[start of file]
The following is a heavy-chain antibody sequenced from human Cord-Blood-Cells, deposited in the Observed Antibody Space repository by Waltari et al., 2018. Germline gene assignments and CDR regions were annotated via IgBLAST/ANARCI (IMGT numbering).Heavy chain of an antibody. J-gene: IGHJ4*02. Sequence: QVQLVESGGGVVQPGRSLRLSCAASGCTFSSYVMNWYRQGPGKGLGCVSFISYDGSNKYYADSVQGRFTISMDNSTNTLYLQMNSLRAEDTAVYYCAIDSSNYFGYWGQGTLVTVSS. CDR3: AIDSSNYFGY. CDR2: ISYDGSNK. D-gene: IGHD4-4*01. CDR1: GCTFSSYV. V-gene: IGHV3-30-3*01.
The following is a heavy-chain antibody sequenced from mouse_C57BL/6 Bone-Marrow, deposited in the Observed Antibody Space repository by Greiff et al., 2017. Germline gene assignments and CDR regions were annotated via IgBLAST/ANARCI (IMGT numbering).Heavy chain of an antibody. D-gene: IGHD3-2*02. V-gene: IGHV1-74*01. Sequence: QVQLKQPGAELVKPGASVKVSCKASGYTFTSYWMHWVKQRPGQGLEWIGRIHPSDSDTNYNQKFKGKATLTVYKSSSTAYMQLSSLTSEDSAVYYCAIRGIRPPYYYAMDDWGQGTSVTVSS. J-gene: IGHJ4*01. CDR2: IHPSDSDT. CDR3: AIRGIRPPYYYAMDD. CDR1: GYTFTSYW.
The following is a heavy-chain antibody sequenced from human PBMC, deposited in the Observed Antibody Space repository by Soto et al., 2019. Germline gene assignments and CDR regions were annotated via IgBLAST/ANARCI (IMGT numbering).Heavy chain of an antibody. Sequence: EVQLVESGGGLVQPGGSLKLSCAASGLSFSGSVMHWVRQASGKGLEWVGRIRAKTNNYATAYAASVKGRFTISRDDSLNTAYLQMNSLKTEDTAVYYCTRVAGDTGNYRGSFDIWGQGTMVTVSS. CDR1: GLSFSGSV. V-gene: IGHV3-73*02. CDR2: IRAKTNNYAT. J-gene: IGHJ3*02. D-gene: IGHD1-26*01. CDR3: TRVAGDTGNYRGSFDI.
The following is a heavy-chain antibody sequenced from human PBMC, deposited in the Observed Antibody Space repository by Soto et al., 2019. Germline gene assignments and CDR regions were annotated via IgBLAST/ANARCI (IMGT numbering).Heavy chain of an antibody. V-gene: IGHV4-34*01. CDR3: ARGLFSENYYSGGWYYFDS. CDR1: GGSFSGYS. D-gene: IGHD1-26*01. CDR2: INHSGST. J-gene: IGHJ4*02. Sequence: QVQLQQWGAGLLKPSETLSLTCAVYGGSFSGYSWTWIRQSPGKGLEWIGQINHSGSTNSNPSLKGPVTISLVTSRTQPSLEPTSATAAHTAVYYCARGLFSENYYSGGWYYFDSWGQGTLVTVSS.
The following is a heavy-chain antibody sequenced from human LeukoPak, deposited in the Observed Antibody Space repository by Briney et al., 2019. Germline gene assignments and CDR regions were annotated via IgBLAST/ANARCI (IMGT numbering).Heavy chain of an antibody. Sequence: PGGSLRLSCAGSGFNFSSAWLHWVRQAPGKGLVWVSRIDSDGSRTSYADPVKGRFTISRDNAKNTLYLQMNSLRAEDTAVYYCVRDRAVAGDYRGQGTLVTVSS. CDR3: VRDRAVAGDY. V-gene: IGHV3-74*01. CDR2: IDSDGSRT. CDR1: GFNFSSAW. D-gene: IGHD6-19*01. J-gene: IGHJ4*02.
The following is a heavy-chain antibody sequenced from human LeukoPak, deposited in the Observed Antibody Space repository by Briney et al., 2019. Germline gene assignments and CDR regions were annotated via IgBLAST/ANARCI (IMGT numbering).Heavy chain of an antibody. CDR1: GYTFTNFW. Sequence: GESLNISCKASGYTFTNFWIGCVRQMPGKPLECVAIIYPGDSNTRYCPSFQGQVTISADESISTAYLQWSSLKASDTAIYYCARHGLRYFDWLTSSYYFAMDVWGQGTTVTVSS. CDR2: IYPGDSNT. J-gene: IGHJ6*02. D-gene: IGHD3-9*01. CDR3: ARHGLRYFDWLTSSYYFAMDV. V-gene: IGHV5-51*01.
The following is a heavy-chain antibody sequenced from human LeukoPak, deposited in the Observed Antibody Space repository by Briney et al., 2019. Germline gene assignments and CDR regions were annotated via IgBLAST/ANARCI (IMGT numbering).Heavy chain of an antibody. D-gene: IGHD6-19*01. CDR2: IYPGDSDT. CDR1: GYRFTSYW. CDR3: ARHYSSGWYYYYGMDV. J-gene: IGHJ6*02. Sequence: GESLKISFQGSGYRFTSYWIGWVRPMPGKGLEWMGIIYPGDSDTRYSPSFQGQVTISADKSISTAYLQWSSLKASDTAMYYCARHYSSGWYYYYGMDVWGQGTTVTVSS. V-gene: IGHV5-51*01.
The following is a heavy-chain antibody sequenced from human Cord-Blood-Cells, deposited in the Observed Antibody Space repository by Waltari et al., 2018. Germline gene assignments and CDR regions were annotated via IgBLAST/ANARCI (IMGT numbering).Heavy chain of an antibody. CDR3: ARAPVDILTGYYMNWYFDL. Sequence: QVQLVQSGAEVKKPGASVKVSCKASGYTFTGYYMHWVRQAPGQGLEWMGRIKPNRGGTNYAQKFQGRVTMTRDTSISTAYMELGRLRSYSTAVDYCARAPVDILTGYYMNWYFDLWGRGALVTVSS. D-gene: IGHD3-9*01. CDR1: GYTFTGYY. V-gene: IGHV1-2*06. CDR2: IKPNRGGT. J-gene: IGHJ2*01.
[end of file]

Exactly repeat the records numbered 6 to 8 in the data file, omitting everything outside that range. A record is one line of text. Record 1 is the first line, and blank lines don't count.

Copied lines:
The following is a heavy-chain antibody sequenced from human LeukoPak, deposited in the Observed Antibody Space repository by Briney et al., 2019. Germline gene assignments and CDR regions were annotated via IgBLAST/ANARCI (IMGT numbering).Heavy chain of an antibody. CDR1: GYTFTNFW. Sequence: GESLNISCKASGYTFTNFWIGCVRQMPGKPLECVAIIYPGDSNTRYCPSFQGQVTISADESISTAYLQWSSLKASDTAIYYCARHGLRYFDWLTSSYYFAMDVWGQGTTVTVSS. CDR2: IYPGDSNT. J-gene: IGHJ6*02. D-gene: IGHD3-9*01. CDR3: ARHGLRYFDWLTSSYYFAMDV. V-gene: IGHV5-51*01.
The following is a heavy-chain antibody sequenced from human LeukoPak, deposited in the Observed Antibody Space repository by Briney et al., 2019. Germline gene assignments and CDR regions were annotated via IgBLAST/ANARCI (IMGT numbering).Heavy chain of an antibody. D-gene: IGHD6-19*01. CDR2: IYPGDSDT. CDR1: GYRFTSYW. CDR3: ARHYSSGWYYYYGMDV. J-gene: IGHJ6*02. Sequence: GESLKISFQGSGYRFTSYWIGWVRPMPGKGLEWMGIIYPGDSDTRYSPSFQGQVTISADKSISTAYLQWSSLKASDTAMYYCARHYSSGWYYYYGMDVWGQGTTVTVSS. V-gene: IGHV5-51*01.
The following is a heavy-chain antibody sequenced from human Cord-Blood-Cells, deposited in the Observed Antibody Space repository by Waltari et al., 2018. Germline gene assignments and CDR regions were annotated via IgBLAST/ANARCI (IMGT numbering).Heavy chain of an antibody. CDR3: ARAPVDILTGYYMNWYFDL. Sequence: QVQLVQSGAEVKKPGASVKVSCKASGYTFTGYYMHWVRQAPGQGLEWMGRIKPNRGGTNYAQKFQGRVTMTRDTSISTAYMELGRLRSYSTAVDYCARAPVDILTGYYMNWYFDLWGRGALVTVSS. D-gene: IGHD3-9*01. CDR1: GYTFTGYY. V-gene: IGHV1-2*06. CDR2: IKPNRGGT. J-gene: IGHJ2*01.